A former Assistant Superintendent of Police is now at the helm of the city constabulary taking over from George Modeste who managed the constabulary for two years.
Bryan Jawahir was officially welcomed into post by Castries Mayor Peterson Francis this week. His policing career started in August, 1978. His last position in the Royal Saint Lucia Police Force was Superintendent with responsibilities for policing operations. He retired from the police force in May 2013 after which he was appointed Tourism Officer in the Ministry of Tourism later that same year until March 31, 2017.
“I feel honoured to serve my country once again. This time, in the capacity of the Chief of the City Police. This post comes with many and great responsibilities and high expectations from the community which I will be serving and those who appointed me. It is my fervent desire to execute my duties in an impartial manner thereby treating all rivals or disputant equally, fairly and justly,” Jawahir said.
The new chief of the city’s police said some of his plans for the constabulary would be to develop the constabulary into a unit which will deliver professional and reliable service.
“This will be achieved through targeted training. The City Police has been doing tremendous work in helping to create an environment of safety within the city. Sometimes when the rules of the law are being administered, they have encountered resistance and opposition resulting in many negative comments and unwarranted actions by some,” Jawahir said.
He plans to formulate a vision and mission for the constabulary saying the two statements will guide officers in the execution of their duties.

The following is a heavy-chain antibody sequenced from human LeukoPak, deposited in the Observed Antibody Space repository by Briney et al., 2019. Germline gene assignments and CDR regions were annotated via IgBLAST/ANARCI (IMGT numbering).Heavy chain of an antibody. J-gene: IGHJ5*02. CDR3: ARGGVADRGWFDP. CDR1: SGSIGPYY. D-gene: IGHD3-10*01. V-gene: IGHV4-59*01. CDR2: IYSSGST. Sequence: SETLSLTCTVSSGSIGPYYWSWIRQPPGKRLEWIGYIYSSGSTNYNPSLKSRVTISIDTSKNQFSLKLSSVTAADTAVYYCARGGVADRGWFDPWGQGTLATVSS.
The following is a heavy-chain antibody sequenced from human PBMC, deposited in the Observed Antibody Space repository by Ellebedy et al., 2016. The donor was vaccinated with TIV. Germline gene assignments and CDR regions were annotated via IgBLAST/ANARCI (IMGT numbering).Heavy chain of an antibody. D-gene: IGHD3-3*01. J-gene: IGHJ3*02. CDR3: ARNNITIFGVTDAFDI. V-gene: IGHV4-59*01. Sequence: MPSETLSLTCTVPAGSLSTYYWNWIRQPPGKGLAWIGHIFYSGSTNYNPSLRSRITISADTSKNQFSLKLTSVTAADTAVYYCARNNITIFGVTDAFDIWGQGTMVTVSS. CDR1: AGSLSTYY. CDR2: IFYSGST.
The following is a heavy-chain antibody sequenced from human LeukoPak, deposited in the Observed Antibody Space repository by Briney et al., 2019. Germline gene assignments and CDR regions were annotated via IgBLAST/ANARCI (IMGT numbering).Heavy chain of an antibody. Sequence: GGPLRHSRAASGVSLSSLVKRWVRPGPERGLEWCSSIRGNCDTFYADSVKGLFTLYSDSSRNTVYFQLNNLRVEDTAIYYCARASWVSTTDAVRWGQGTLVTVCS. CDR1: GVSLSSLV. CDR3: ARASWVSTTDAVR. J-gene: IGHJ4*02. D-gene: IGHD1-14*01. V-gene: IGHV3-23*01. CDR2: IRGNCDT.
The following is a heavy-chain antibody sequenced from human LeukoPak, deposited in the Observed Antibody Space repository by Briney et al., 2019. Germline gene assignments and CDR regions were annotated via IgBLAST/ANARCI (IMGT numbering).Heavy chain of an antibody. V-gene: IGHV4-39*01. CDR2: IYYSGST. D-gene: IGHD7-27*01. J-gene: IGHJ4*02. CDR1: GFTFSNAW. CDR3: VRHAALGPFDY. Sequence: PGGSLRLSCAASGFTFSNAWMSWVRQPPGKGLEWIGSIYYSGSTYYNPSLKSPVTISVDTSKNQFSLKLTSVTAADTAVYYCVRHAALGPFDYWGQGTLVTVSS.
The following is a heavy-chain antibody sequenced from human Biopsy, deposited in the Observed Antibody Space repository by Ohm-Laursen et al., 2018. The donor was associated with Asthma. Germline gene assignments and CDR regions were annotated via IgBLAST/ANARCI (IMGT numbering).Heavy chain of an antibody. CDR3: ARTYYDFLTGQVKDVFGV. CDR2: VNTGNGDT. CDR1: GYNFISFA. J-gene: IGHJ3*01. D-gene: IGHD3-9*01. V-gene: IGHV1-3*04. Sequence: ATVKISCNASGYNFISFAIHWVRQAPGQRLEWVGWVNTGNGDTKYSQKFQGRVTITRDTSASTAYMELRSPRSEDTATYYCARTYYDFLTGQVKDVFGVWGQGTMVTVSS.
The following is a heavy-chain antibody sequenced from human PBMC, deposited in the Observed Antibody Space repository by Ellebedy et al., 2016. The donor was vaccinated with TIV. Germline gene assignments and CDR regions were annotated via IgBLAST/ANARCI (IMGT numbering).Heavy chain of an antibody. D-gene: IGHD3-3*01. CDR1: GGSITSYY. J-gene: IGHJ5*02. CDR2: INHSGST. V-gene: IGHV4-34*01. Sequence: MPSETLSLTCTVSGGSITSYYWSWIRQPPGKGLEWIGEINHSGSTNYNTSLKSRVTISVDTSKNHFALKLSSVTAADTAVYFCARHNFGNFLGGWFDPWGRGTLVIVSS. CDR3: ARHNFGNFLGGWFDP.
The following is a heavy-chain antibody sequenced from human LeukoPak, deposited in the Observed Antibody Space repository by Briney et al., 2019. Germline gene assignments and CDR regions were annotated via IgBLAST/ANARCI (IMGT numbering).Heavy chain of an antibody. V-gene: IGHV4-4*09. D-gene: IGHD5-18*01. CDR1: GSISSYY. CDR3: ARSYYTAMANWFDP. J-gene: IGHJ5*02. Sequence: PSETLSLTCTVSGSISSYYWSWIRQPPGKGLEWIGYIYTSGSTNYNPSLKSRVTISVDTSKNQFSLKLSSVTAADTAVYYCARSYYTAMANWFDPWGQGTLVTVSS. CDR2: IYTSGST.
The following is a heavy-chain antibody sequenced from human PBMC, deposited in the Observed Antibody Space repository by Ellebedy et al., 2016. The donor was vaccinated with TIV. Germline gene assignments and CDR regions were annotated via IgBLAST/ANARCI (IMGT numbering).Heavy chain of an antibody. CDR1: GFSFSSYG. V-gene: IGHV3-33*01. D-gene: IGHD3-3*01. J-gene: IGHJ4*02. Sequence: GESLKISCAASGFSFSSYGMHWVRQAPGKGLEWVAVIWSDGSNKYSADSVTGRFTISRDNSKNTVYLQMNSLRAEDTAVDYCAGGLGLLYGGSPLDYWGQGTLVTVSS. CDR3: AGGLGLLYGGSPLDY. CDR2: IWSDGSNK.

“Apart from the traditional law enforcement activities, it is my intention to employ four strategies aimed to help prevent crime through partnership with the Royal Saint Lucia Police Force, the community and adopting a problem-solving approach,” he said.
Jawahir outlined his strategies as intelligent led policing, use of technology that is CCTV, zonal policing and community policing. According to him under intelligent policing, all offenders are profiled and their movements are closely monitored using operational methods such as technology, informants and assistance from community members.
“It is through this means that we will be able to help prevent many planned criminal activities or force criminals to abandon their intended plans,” Jawahir said.
Zonal policing, he said, will be realigning the constabulary’s operational model and demarcating the city into zones. Each zone will have permanent patrol members who are focused and who would claim ownership of the area through building optimum trust between the Royal Saint Lucia Police Force and the community, which has the potential to tremendously improve police response time for calls and service.
With respect to community policing, Jawahir said it is one of the core policing concepts of the Royal Saint Lucia Police Force as it puts emphasis on community involvement. It includes forming partnership with the community, identifying the underlying cause of crime and disorder and jointly find solutions that would prevent reoccurrence of the problem.
“As we know, traffic management is a perennial problem within the city. It is one which require the cooperation of all motorists to abide by the traffic laws to avoid being ticketed or charged for infringement,” he said.
“Our mandate is to serve, protect and promote safety through partnership with the Royal Saint Lucia Police Force, the community and key stakeholders. I am here to foster a cordial working relationship with all parties and look forward for support, cooperation in making the city one of the safest cities within the region,” the new chief of the city constabulary said.